, "Oh, I should add that just today I had to fight back an attempt by
a Red Hat engineer to add a configuration option to blindly trust
RDRAND and bypass the entropy pool"


then the FreeBSD change of heart.

hey Wind River, how are you using RDRAND?

now what about Intel themselves, are they also pushing the chip?
Intel officials are making aggressive moves to expand the reach of its
silicon beyond servers and into other parts of the data centre.
Schooler said the company has been making products for networking gear
for about a decade, and has made significant strides in recent years.

It’s also made several acquisitions – such as of Sensory Networks,
Ethernet chip maker Fulcrum Microsystems and networking software maker
Aepona, whose technology enables telecoms and cloud service providers
to offer more services on their networks.

Intel is looking to take advantage of the growth opportunity
networking represents, Schooler said. The market Intel is targeting is
about $16 billion (£9.7bn), and the chip maker currently has about 5
percent of it. Along with its x86 architecture, Intel also is
developing accelerator chips for such jobs as packet inspection and

whew.  that's a lot of context and circumstance.  let's look back over
your goals for 2013:

Make gains in enabling decryption and Computer Network Exploitation
(CNE) access to fourth generation/Long Term Evolution (4GL/LTE)

Complete enabling for [Intel Ivy Bridge] encryption chips used in
Virtual Private Network and Web encryption devices.

Shape the worldwide commercial cryptography marketplace to make it
more tractable to advanced cryptanalytic capabilities being developed

i will admit that i am continually impressed by NSA/SCS achievements.
they're extremely competent!

> If we're projecting success against FooBarCo chips' encryption sub-core,
> and everybody knows FooBarCo chips are used in both encryption and
> non-encryption products, it makes sense to cite the specific
> applications where FooBarCo chips are used.


> However, in "for FooBarCo encryption chips used in VPN", the
> "encryption" seems to me to denote a special purpose chip, rather than a
> general purpose chip with an encryption sub-core.

my reading between the lines: it is not a special chip, it is a
special collection of many of them (20+) handling tier-1 core traffic
encryption, which is an excellent point to aggregate a vulnerability
in keying ciphers. (ignore public key for now, since we can just focus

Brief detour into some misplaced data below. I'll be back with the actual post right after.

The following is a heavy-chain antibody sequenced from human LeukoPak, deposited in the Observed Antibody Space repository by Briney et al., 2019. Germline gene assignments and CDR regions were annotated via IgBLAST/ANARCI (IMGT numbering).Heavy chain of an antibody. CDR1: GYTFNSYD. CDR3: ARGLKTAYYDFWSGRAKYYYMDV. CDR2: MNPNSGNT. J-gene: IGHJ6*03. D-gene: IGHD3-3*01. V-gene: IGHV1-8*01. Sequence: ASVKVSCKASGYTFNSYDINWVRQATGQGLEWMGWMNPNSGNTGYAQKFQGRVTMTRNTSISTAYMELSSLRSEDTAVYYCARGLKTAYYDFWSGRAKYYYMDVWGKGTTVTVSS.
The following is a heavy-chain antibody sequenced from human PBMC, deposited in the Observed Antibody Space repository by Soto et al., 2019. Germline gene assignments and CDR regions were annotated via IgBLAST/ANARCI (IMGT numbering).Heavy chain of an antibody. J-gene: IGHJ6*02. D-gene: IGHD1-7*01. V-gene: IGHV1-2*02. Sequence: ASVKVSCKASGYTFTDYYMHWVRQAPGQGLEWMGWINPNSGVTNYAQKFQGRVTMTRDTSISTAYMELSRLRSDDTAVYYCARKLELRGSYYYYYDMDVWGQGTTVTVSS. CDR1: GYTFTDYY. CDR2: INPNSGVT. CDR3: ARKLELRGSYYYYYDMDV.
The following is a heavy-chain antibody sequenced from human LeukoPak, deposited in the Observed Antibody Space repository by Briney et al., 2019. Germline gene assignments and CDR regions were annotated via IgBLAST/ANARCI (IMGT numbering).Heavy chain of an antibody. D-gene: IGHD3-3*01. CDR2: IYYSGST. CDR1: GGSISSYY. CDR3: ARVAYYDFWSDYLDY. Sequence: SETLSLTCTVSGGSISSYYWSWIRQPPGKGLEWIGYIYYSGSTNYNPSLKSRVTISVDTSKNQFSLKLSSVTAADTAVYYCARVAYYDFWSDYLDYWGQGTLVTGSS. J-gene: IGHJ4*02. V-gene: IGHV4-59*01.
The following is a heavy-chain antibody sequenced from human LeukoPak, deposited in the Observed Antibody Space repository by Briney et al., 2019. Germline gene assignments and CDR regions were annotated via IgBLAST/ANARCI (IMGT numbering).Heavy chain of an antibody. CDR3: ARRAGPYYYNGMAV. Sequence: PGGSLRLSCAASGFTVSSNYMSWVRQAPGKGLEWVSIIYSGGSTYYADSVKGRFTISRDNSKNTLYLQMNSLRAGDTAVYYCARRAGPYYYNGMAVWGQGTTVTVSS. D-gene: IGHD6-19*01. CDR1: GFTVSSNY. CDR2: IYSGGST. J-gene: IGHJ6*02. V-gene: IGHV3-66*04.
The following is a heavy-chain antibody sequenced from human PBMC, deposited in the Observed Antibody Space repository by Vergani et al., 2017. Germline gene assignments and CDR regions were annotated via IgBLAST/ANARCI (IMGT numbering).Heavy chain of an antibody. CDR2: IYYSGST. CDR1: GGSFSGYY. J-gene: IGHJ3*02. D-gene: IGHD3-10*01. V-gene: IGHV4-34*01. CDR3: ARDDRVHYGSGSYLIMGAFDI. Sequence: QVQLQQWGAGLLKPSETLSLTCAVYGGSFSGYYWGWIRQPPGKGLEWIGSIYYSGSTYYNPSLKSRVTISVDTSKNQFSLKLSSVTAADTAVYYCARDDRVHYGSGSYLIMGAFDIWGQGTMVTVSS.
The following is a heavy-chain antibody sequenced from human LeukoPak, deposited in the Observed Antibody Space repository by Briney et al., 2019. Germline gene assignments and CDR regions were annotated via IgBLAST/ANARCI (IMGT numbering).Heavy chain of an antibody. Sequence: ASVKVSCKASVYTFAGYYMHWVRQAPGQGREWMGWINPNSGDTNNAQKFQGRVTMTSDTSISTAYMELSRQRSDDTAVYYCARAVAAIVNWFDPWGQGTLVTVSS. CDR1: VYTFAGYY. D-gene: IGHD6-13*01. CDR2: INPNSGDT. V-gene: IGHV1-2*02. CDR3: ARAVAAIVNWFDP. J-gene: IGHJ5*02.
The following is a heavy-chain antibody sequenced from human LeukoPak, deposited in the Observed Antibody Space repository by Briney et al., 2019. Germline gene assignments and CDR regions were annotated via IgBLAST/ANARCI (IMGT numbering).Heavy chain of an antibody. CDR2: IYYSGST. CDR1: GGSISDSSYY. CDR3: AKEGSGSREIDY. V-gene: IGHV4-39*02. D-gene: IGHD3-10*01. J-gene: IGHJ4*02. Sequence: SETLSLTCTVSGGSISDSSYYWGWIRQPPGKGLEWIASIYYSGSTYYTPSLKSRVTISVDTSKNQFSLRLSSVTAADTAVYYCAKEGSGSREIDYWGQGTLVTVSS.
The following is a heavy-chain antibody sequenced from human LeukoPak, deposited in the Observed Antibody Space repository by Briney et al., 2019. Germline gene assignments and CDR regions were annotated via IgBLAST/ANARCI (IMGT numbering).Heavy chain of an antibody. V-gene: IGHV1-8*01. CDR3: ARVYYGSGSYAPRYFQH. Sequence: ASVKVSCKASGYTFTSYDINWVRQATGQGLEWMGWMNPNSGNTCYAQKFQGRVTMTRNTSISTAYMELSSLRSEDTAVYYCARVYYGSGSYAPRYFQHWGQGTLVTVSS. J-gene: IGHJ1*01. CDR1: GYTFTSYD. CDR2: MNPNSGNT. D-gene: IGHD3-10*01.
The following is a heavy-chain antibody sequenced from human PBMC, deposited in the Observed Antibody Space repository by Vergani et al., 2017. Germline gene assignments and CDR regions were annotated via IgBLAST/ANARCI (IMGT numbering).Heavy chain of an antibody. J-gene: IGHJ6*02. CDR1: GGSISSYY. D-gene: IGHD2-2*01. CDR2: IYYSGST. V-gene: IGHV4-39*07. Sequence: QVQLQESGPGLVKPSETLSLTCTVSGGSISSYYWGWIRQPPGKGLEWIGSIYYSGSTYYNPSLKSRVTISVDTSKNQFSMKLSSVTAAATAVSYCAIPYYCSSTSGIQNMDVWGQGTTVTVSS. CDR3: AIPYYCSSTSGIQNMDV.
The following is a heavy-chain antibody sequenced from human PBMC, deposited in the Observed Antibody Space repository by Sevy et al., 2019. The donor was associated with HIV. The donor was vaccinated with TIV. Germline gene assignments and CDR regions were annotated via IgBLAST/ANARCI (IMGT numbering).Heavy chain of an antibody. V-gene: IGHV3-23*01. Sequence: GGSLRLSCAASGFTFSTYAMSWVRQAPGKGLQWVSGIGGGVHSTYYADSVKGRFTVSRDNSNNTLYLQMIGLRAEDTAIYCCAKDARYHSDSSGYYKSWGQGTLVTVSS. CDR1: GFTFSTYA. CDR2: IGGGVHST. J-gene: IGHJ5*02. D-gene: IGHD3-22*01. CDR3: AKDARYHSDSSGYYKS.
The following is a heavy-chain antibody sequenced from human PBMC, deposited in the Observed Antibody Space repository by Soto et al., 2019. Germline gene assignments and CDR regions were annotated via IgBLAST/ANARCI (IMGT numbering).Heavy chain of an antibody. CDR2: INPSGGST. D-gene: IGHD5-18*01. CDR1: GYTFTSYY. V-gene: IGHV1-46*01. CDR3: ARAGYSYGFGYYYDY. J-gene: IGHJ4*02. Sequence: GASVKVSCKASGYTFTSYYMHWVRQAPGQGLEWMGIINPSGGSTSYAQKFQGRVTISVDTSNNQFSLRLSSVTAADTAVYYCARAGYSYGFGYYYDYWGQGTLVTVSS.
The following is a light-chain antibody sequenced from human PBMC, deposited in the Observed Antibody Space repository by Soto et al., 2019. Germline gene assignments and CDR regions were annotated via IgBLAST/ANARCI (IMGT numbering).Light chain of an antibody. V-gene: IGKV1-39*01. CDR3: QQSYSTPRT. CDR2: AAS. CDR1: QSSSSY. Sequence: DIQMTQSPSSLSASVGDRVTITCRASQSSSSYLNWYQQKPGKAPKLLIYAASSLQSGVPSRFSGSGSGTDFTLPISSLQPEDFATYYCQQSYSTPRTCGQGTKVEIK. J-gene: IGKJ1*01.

directly on session/temporal keys!)

> "Cavium Networks" or "Cavium Nitrox" are approximately the right length
> to fit.  Other vendors that might be interesting include F5, Barracuda,
> Riverbed, Cisco SCA 11000, Radware (an Israeli/American company), and
> everybody listed on http://en.wikipedia.org/wiki/SSL_Acceleration

0.  please to be experimenting with datas:
Interface Masters Technologies
Freescale Semiconductor
Alteon SSL Accelerator
Nortel SSL Accelerator
Strangeloop Networks
Riverbed Technology
Coyote point systems
Crescendo Networks
Microchip PIC32MZ
Barracuda Networks
Kemp Technologies
Check Point VPN-1
Sun Microsystems
Foundry Networks
Cavium Networks
Juniper Networks
Nortel Networks
Array Networks
Intel Ivy Bridge <- only this is right length in justified context shown
Forum Systems
Cavium Nitrox
CAI Networks
A10 Networks
Cisco Systems
Citrix Systems
Sun SCA6000
Network Box
Coleto Creek
F5 Networks
Cisco PIX


parting words:

On April 17 at the Open Networking Summit, Intel executives laid out
the company’s strategy around data center networking and the
burgeoning trend of software-defined networking (SDN). They also
showed that their efforts will expand beyond simply supplying the
processors for networking hardware. The company unveiled reference
architectures designed to help enterprises, cloud service providers
and telecommunications companies more quickly create hardware and
software for SDN and network-function virtualization (NFV), moves that
could bring Intel into closer competition with the likes of networking
giant Cisco Systems and chip maker Broadcom.
 - http://www.eweek.com/networking/intel-makes-push-into-competitive-sdn-space/

don't let them get away with it!

open up raw access to entropy sources!!

don't discriminate against the unit, one is prime!!!

More information about the cryptography mailing list